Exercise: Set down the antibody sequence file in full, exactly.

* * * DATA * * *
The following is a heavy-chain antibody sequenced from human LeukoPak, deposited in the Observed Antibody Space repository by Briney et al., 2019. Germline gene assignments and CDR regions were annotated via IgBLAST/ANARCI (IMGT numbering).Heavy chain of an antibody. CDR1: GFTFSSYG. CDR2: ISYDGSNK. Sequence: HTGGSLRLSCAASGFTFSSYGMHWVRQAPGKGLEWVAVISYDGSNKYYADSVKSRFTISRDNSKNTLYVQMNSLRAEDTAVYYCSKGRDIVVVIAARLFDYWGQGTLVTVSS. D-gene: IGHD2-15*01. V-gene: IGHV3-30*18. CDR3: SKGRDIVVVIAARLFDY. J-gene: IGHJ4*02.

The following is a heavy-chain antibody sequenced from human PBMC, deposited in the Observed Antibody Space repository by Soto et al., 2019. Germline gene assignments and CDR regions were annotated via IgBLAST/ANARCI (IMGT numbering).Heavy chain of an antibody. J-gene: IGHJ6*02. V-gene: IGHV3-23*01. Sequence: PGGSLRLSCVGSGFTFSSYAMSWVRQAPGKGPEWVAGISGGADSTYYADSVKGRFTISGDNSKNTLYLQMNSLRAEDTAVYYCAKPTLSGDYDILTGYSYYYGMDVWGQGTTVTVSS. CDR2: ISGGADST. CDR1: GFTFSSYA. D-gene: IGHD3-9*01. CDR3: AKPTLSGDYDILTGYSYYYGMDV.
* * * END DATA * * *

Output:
The following is a heavy-chain antibody sequenced from human LeukoPak, deposited in the Observed Antibody Space repository by Briney et al., 2019. Germline gene assignments and CDR regions were annotated via IgBLAST/ANARCI (IMGT numbering).Heavy chain of an antibody. CDR1: GFTFSSYG. CDR2: ISYDGSNK. Sequence: HTGGSLRLSCAASGFTFSSYGMHWVRQAPGKGLEWVAVISYDGSNKYYADSVKSRFTISRDNSKNTLYVQMNSLRAEDTAVYYCSKGRDIVVVIAARLFDYWGQGTLVTVSS. D-gene: IGHD2-15*01. V-gene: IGHV3-30*18. CDR3: SKGRDIVVVIAARLFDY. J-gene: IGHJ4*02.

The following is a heavy-chain antibody sequenced from human PBMC, deposited in the Observed Antibody Space repository by Soto et al., 2019. Germline gene assignments and CDR regions were annotated via IgBLAST/ANARCI (IMGT numbering).Heavy chain of an antibody. J-gene: IGHJ6*02. V-gene: IGHV3-23*01. Sequence: PGGSLRLSCVGSGFTFSSYAMSWVRQAPGKGPEWVAGISGGADSTYYADSVKGRFTISGDNSKNTLYLQMNSLRAEDTAVYYCAKPTLSGDYDILTGYSYYYGMDVWGQGTTVTVSS. CDR2: ISGGADST. CDR1: GFTFSSYA. D-gene: IGHD3-9*01. CDR3: AKPTLSGDYDILTGYSYYYGMDV.